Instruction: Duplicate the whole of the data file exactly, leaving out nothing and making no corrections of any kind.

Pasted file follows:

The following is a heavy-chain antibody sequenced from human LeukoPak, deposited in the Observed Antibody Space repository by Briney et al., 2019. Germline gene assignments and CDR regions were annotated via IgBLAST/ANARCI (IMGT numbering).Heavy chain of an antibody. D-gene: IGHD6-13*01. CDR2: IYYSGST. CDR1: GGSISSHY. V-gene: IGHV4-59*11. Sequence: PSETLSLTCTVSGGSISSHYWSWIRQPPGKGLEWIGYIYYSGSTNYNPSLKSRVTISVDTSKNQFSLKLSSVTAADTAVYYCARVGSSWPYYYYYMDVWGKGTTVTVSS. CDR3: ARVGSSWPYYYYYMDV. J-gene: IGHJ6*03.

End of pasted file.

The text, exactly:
The following is a heavy-chain antibody sequenced from human LeukoPak, deposited in the Observed Antibody Space repository by Briney et al., 2019. Germline gene assignments and CDR regions were annotated via IgBLAST/ANARCI (IMGT numbering).Heavy chain of an antibody. D-gene: IGHD6-13*01. CDR2: IYYSGST. CDR1: GGSISSHY. V-gene: IGHV4-59*11. Sequence: PSETLSLTCTVSGGSISSHYWSWIRQPPGKGLEWIGYIYYSGSTNYNPSLKSRVTISVDTSKNQFSLKLSSVTAADTAVYYCARVGSSWPYYYYYMDVWGKGTTVTVSS. CDR3: ARVGSSWPYYYYYMDV. J-gene: IGHJ6*03.